New Music, Good Music

28 May

I’ve found that as a composer, my creative cycle goes sort of like this: writewritewritewaitwaitrestwritewriterestlistenwritewriterestrestlistenlistenlistenlisten.  Rinse and repeat.  I’m sort of at that very end part – my album is complete, and I’m working on getting that music onstage and out there, so I’m sort of letting the batteries recharge before tackling any new material.  And I’ve found that this time is the perfect time to listen to new music – so that’s what I’ve been doing.  Here are some of the albums I’ve been listening to (and loving) lately:

1) Andrew Bird – “Noble Beast”

andrew_bird-noble_beast-special_edition1I’m going to go out on a limb and say that this is Bird’s most assured record to date (or, at least that I’ve heard). The songwriting is as focused as anything I’ve heard from him, his vocals freaking soar, and the little sounds that he gets, particularly on tracks like “Masterswarm” and “Nomenclature” are just awesome.  Little crinkley drum sounds, grooves built out of looped and manipulated clicks and clacks, all in service of creating an intimate groove that he can wrap his spectacular violin playing around.  It’s the latest step in his evolution as an artist, and just an amazing listen.  I’m going to go and get his entire back catalog, too – there’s some pretty great, eclectic stuff in there, and it seems to inform his current work in a really cool way.

2) Darren Johnston – “The Edge of the Forest”

Darren Johnston The Edge of the ForestI’ve known of Darren (and, more recently, actually known Darren) for a while now – he’s certainly a major presence on the SF jazz scene. I hadn’t really had a chance to hear him play until recently, when I caught his group Nice Guy Trio (Darren plays trumpet and leads the band, joined by Rob Reich on accordion and my buddy Daniel Fabricant on bass) at the Red Poppy Art House.  And DUDE.  Darren is a heavy player.  His phrasing is an absolute blast – rolling lines sequencing into one another, phrases as long as you please.  I got to take a listen to the rough tracks from the upcoming Nice Guys record, and it’s super good stuff – really melodic, with great playing.  Darren half-jokingly described it as his “populist effort,” and now that I’ve listened to his solo album, “The Edge of the Forest,” I can see what he’s talking about.  The material on “Forest,” while still accessable, is basically free-jazz – chord-less music anchored by some absolutely outstanding bass playing by Devin Hoff and Smith Dobson on drums. Sheldon Brown and Ben Goldberg contribute some ridiculous bass and Bb clarinet playing, respectively, and Rob guests on Accordion, as well.  The freedom of this playing on this record, the way the band splits into “mini-bands,” freely improvising off of one another… it’s so much fun to listen to.  One minute, Darren is going off with Devin and Smith (drums), the next Sheldon and Ben are playing a ripping unaccompanied clarinet duet through a chord progression of their own invention.  It’s really, really cool stuff. Darren tells me it’s going to get reviewed in Downbeat in August, which is exciting, because let’s face it – they’re going to like it.  You should get a copy.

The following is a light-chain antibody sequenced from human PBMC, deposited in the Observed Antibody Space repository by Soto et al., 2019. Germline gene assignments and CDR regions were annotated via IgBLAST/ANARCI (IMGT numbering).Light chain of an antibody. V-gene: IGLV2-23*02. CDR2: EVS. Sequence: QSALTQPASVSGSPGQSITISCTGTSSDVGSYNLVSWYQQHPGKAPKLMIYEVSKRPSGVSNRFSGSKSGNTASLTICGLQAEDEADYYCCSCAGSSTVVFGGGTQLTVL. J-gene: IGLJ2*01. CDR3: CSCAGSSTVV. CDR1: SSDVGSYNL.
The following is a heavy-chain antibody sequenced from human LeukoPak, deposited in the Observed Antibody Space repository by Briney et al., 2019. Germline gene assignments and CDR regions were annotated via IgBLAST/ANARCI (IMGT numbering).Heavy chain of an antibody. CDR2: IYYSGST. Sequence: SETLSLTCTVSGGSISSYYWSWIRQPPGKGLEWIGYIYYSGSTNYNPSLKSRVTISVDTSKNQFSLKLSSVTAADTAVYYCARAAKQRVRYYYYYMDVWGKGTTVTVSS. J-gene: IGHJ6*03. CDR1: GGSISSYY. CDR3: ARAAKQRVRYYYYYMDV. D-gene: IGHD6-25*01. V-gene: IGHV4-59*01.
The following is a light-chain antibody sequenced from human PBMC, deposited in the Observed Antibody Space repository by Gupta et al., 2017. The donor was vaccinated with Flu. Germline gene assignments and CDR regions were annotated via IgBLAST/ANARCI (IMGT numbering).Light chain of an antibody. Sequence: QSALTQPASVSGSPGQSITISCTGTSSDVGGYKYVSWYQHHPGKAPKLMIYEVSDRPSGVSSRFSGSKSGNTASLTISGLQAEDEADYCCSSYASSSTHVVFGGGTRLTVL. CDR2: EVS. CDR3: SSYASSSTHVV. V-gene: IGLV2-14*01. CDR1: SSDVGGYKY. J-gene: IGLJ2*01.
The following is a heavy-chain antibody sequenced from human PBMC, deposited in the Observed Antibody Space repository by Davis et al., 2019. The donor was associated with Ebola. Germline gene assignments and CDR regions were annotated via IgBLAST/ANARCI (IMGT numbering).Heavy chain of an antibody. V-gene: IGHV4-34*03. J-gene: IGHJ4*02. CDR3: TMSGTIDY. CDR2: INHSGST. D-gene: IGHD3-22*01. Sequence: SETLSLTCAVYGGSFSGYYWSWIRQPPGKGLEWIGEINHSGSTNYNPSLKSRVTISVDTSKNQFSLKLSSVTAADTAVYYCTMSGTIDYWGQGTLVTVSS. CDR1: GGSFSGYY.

3) Hanne Hukkelberg – “Little Things”